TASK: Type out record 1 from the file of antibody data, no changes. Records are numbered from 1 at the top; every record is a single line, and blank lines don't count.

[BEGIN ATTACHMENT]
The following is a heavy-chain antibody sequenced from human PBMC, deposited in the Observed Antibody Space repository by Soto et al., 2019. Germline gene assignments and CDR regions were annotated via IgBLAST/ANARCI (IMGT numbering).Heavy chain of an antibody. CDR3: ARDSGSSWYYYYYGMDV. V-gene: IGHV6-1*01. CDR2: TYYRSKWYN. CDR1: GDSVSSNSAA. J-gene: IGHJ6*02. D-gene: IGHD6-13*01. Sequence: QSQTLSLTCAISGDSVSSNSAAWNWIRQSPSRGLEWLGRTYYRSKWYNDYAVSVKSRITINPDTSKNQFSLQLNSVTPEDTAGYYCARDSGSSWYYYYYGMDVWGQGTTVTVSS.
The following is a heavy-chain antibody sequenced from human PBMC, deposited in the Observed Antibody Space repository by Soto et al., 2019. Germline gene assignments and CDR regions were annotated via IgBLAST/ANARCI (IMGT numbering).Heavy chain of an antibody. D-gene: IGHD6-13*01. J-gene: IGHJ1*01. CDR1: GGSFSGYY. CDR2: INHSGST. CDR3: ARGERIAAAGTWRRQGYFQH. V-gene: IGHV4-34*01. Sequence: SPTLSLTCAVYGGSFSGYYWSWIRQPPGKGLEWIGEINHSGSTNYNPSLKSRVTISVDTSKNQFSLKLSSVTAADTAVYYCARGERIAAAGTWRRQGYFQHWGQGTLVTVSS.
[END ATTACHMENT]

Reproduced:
The following is a heavy-chain antibody sequenced from human PBMC, deposited in the Observed Antibody Space repository by Soto et al., 2019. Germline gene assignments and CDR regions were annotated via IgBLAST/ANARCI (IMGT numbering).Heavy chain of an antibody. CDR3: ARDSGSSWYYYYYGMDV. V-gene: IGHV6-1*01. CDR2: TYYRSKWYN. CDR1: GDSVSSNSAA. J-gene: IGHJ6*02. D-gene: IGHD6-13*01. Sequence: QSQTLSLTCAISGDSVSSNSAAWNWIRQSPSRGLEWLGRTYYRSKWYNDYAVSVKSRITINPDTSKNQFSLQLNSVTPEDTAGYYCARDSGSSWYYYYYGMDVWGQGTTVTVSS.